"This is sacred folk music," Jennings says. "It was written to appeal to the people." Some of the works on the program also feature very un-European-like percussion markings. The manuscript of the Feast of Pentecost piece "Alleluia & Veni Sancte Spiritus," for instance, goes as far as to ask the congregation to kneel "until the drum makes a ruckus like the big metal organ stop of the organ."
Russell sees the inclusion of percussion in mission music as a small sign of cultural exchange. "Apparently the drum was not discarded from Native American worship but instead was folded into the Christian liturgy at the appropriate moments," he says. Jennings, for his part, is still debating whether to reproduce that effect in Chanticleer's concerts. "It may be a bit much," he says.
Figuring out how to transform this utilitarian church music into a concert program was one of the biggest challenges facing Chanticleer. The group has performed in some of the world's grandest venues, among them the Musikverein in Vienna, London's Barbican Centre, the Amsterdam Concertgebouw and New York's Metropolitan Museum of Art. But the adobe-walled California missions are much more modest structures, requiring a sensitive vocal approach.
"We're not attempting to re-create an entire religious ceremony, but we need to perform this music with regard to its original purpose and surroundings," says Jennings. "The trick is to let go of our grandiose ideas about huge cathedrals and opulent chapels." To that end, the singers are honing their Spanish pronunciation and working to match their sound with the space.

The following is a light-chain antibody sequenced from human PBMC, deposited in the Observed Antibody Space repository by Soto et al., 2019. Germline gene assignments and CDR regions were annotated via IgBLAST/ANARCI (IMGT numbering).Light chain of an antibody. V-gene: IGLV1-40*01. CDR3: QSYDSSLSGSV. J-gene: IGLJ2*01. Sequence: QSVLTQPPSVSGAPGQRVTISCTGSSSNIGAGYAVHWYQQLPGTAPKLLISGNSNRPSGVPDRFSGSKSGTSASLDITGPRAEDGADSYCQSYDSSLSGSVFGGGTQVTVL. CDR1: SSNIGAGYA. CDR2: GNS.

"The missions have very simple architecture, and the composers wrote music to fit the specific atmosphere of these structures," Alatorre says. "The buildings give you lovely, hard, reflective surfaces to play with. Music that's too busy for the echoey, light acoustic sounds like mush. But when things move a little slower harmonically, as they generally do in this music, you can pick out individual tints among the wonderful washes of color."
An inspired pairing
KNOWN both for its peculiarly American countertenor-centric sound and its Mexican Baroque recordings, Chanticleer may be uniquely capable of connecting 21st century audiences with this historical repertoire.
"There's a kind of translucency to the ensemble's texture that allows you to hear the counterpoint that is at the heart of the music," San Francisco Chronicle music critic Joshua Kosman says. "The group doesn't produce sound in big, weighty blocks like a 'Hallelujah' Chorus. Each of the 12 parts can be heard and has a distinctive character. When the singers are on their game, they simultaneously enable us to picture the individual threads that make up the musical tapestry and the tapestry as a whole."
The irony contained in the idea of a group of mostly white choristers performing music in the very settings where European settlers once foisted that music on the native population is not lost on the missions' staffs. Andrew Galvan, Mission Dolores' curator, is a descendant of a Bay Miwok Indian who was baptized in the church -- the oldest intact mission in California and the oldest building in San Francisco. Galvan acknowledges the double-edged legacy of the Franciscan missionaries' use of music to "civilize" the local tribespeople. But he's enthusiastic about Chanticleer's efforts nevertheless.
"Mission choirs typically consisted of Native American men, so hearing an all-male choir sing this music is appropriate," he says. "It'll be great to hear the mission voices that have been silent for so many years once again."